Prolonged electrical stimulation causes no damage to sacral nerve roots in rabbits

Tue, 07/29/2014 - 11:44am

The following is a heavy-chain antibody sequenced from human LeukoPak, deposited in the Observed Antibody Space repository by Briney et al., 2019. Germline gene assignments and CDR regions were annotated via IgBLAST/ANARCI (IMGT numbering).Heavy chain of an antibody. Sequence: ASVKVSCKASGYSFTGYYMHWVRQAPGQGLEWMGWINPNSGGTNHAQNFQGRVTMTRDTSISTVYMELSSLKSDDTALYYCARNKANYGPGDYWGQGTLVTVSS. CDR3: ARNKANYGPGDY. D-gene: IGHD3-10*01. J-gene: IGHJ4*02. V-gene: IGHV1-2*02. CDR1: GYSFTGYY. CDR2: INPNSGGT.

Immunohistochemistry revealed that in the electrical stimulation group, Bcl-2 expression showed no significant differences in the number of particles compared with the control group.  Credit: Neural Regeneration ResearchPrevious studies have shown that, anode block electrical stimulation of the sacral nerve root can produce physiological urination and reconstruct urinary bladder function in rabbits. However, whether long-term anode block electrical stimulation causes damage to the sacral nerve root remains unclear, and needs further investigation. In a recent study reported on the Neural Regeneration Research (Vol. 9, No. 12, 2014), Dr. Peng Yan and co-workers from Jilin University, China established a complete spinal cord injury model in New Zealand white rabbits through T9-10 segment transaction, and these model rabbits were given continuous electrical stimulation for a short period and then chronic stimulation for a longer period. Results showed that compared with normal rabbits, the structure of nerve cells in the anterior sacral nerve roots was unchanged in spinal cord injury rabbits after electrical stimulation. There was no significant difference in the expression of apoptosis-related proteins such as Bax, Caspase-3, and Bcl-2. Experimental findings indicate that neurons in the rabbit sacral nerve roots tolerate electrical stimulation, even after long-term anode block electrical stimulation.

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